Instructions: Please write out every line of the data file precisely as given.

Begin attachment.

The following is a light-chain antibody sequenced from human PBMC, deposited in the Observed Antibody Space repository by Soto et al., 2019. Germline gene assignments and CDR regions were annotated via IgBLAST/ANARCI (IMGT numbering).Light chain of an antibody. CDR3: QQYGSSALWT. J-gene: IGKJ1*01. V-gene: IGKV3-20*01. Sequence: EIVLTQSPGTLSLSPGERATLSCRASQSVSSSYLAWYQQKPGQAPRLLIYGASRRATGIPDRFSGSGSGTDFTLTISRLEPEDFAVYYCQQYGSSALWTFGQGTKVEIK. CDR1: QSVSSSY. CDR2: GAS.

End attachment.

The following is a light-chain antibody sequenced from human PBMC, deposited in the Observed Antibody Space repository by Soto et al., 2019. Germline gene assignments and CDR regions were annotated via IgBLAST/ANARCI (IMGT numbering).Light chain of an antibody. CDR3: QQYGSSALWT. J-gene: IGKJ1*01. V-gene: IGKV3-20*01. Sequence: EIVLTQSPGTLSLSPGERATLSCRASQSVSSSYLAWYQQKPGQAPRLLIYGASRRATGIPDRFSGSGSGTDFTLTISRLEPEDFAVYYCQQYGSSALWTFGQGTKVEIK. CDR1: QSVSSSY. CDR2: GAS.